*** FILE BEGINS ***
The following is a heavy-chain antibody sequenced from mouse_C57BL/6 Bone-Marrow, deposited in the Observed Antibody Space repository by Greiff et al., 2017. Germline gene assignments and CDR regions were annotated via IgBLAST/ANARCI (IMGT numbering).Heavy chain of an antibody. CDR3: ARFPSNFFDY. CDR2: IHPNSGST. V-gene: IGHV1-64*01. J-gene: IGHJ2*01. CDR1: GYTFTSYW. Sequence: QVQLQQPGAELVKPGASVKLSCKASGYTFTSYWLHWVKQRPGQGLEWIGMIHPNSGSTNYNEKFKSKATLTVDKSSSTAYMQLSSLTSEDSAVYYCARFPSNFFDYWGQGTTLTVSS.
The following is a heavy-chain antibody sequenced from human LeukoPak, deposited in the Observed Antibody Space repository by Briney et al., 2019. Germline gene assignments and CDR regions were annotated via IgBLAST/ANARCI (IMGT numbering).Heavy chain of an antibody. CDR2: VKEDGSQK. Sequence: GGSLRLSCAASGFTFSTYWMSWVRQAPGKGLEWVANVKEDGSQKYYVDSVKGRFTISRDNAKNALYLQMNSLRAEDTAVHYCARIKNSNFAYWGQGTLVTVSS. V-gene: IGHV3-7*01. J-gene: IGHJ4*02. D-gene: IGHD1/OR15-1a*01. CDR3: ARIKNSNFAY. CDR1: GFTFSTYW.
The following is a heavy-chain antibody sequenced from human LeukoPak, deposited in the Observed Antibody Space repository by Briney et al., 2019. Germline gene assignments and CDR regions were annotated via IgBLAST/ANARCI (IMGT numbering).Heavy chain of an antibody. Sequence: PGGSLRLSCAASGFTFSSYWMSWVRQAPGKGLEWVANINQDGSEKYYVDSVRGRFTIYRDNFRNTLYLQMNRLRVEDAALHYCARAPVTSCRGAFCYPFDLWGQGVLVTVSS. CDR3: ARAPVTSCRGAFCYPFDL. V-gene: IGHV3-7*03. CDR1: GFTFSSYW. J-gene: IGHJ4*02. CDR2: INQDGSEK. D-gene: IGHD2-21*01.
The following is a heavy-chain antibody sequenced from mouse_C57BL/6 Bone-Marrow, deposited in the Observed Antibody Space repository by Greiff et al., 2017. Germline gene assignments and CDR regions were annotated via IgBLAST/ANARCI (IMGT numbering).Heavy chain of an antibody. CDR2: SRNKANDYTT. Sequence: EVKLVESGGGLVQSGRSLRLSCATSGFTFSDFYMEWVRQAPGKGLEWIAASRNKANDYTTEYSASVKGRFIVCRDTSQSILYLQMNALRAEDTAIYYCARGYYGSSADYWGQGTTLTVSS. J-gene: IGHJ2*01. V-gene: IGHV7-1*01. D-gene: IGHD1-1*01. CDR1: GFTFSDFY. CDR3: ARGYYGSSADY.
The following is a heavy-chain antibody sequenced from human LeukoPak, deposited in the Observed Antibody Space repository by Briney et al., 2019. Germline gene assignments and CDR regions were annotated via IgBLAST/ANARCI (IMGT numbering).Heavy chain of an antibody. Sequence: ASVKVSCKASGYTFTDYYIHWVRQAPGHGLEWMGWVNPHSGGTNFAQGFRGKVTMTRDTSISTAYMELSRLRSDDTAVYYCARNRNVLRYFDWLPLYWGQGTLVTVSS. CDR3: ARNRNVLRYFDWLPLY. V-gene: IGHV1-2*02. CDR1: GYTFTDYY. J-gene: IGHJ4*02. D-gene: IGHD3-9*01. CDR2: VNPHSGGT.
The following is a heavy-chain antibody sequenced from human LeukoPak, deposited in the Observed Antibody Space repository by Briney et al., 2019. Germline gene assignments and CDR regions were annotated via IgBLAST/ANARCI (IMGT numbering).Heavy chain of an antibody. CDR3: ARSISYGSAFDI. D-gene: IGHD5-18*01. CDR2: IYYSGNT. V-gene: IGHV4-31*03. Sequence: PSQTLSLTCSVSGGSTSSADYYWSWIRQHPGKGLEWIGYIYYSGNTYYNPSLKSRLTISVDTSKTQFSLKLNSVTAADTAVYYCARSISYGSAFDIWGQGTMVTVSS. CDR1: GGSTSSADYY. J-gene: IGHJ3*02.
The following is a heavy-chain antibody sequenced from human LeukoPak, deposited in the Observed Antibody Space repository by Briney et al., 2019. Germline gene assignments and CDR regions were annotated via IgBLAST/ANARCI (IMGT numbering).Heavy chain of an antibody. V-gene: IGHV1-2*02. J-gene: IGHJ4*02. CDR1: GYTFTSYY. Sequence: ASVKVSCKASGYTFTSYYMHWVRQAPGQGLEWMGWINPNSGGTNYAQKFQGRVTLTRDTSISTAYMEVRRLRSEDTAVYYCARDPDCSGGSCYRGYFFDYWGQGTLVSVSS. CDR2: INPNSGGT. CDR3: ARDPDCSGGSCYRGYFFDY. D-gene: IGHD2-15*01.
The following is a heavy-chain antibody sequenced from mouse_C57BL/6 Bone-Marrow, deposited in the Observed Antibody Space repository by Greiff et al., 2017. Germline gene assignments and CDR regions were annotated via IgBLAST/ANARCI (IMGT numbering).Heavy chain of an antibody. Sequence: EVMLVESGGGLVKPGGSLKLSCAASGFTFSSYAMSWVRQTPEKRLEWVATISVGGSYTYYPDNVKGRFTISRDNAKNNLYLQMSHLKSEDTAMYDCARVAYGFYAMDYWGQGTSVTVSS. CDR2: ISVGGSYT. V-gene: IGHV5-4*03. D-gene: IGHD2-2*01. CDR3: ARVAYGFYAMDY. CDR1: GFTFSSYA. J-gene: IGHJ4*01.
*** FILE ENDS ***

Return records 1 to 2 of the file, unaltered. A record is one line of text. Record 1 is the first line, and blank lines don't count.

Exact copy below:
The following is a heavy-chain antibody sequenced from mouse_C57BL/6 Bone-Marrow, deposited in the Observed Antibody Space repository by Greiff et al., 2017. Germline gene assignments and CDR regions were annotated via IgBLAST/ANARCI (IMGT numbering).Heavy chain of an antibody. CDR3: ARFPSNFFDY. CDR2: IHPNSGST. V-gene: IGHV1-64*01. J-gene: IGHJ2*01. CDR1: GYTFTSYW. Sequence: QVQLQQPGAELVKPGASVKLSCKASGYTFTSYWLHWVKQRPGQGLEWIGMIHPNSGSTNYNEKFKSKATLTVDKSSSTAYMQLSSLTSEDSAVYYCARFPSNFFDYWGQGTTLTVSS.
The following is a heavy-chain antibody sequenced from human LeukoPak, deposited in the Observed Antibody Space repository by Briney et al., 2019. Germline gene assignments and CDR regions were annotated via IgBLAST/ANARCI (IMGT numbering).Heavy chain of an antibody. CDR2: VKEDGSQK. Sequence: GGSLRLSCAASGFTFSTYWMSWVRQAPGKGLEWVANVKEDGSQKYYVDSVKGRFTISRDNAKNALYLQMNSLRAEDTAVHYCARIKNSNFAYWGQGTLVTVSS. V-gene: IGHV3-7*01. J-gene: IGHJ4*02. D-gene: IGHD1/OR15-1a*01. CDR3: ARIKNSNFAY. CDR1: GFTFSTYW.